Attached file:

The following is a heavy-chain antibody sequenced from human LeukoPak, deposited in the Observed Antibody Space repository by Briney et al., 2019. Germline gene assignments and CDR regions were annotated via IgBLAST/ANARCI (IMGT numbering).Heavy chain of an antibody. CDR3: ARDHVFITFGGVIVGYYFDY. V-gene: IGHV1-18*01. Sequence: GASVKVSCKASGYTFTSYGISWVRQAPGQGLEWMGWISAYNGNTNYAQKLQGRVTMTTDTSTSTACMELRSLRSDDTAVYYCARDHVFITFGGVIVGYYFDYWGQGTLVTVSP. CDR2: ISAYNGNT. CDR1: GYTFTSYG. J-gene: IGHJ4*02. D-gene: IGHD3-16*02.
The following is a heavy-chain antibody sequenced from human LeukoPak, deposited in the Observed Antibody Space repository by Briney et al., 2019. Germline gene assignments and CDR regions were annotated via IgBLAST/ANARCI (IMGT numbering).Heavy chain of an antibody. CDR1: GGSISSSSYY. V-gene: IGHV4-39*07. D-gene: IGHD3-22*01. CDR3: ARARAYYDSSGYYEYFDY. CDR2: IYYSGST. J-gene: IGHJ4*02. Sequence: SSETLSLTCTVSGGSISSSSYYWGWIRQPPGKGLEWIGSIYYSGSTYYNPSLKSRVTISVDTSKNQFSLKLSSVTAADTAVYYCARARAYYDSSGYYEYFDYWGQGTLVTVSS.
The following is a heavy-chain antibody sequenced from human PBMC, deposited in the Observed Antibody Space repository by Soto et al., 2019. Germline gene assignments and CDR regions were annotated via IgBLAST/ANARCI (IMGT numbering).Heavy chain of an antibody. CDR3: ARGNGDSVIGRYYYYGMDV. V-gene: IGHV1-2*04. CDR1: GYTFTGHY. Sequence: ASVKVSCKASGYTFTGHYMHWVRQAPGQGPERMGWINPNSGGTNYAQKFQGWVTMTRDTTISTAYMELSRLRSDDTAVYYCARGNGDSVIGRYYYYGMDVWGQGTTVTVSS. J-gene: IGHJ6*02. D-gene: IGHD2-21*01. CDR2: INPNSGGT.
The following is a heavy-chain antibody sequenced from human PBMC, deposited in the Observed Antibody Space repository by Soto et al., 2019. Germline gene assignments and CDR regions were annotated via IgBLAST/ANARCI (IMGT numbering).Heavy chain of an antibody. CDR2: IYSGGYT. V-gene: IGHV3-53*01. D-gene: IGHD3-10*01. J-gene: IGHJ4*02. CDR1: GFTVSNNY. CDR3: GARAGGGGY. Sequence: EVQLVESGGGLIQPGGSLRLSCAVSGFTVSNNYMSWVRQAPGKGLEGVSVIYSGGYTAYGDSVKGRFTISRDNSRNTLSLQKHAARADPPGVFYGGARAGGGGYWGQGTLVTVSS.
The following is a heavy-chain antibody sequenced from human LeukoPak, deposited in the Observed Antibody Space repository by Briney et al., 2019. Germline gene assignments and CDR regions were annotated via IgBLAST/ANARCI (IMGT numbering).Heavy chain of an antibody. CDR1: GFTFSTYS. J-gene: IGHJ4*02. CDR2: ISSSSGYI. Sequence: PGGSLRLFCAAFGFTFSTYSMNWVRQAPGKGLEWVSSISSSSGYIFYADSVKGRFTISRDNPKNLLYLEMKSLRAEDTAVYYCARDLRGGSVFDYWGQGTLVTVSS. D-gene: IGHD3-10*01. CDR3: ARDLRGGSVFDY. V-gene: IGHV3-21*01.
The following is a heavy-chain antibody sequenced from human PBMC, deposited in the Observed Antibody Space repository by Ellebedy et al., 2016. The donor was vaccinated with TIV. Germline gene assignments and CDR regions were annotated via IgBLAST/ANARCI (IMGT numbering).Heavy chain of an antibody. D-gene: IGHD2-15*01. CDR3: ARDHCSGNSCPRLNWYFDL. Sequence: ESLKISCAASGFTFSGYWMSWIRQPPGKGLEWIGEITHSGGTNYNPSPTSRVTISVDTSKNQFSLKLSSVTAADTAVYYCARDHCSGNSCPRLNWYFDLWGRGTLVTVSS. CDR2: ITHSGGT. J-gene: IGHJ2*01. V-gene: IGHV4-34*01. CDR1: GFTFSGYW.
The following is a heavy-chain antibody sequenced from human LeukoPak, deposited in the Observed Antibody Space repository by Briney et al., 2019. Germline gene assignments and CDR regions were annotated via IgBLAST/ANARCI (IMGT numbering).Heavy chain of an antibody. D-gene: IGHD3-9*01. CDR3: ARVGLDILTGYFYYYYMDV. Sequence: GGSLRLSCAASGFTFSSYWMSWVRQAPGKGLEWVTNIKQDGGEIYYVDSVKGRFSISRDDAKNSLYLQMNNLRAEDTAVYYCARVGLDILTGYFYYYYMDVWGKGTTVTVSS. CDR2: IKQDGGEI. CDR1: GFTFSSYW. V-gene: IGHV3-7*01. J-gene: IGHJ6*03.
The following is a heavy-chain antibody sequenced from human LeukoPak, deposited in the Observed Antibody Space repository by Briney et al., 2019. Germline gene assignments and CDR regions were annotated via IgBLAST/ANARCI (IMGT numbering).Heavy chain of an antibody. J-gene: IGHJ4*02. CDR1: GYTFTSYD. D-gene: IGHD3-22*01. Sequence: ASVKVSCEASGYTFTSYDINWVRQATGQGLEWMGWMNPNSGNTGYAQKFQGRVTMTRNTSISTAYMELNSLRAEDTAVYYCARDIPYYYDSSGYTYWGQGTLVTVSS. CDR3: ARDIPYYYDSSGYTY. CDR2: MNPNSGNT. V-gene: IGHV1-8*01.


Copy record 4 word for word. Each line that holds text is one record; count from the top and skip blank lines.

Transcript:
The following is a heavy-chain antibody sequenced from human PBMC, deposited in the Observed Antibody Space repository by Soto et al., 2019. Germline gene assignments and CDR regions were annotated via IgBLAST/ANARCI (IMGT numbering).Heavy chain of an antibody. CDR2: IYSGGYT. V-gene: IGHV3-53*01. D-gene: IGHD3-10*01. J-gene: IGHJ4*02. CDR1: GFTVSNNY. CDR3: GARAGGGGY. Sequence: EVQLVESGGGLIQPGGSLRLSCAVSGFTVSNNYMSWVRQAPGKGLEGVSVIYSGGYTAYGDSVKGRFTISRDNSRNTLSLQKHAARADPPGVFYGGARAGGGGYWGQGTLVTVSS.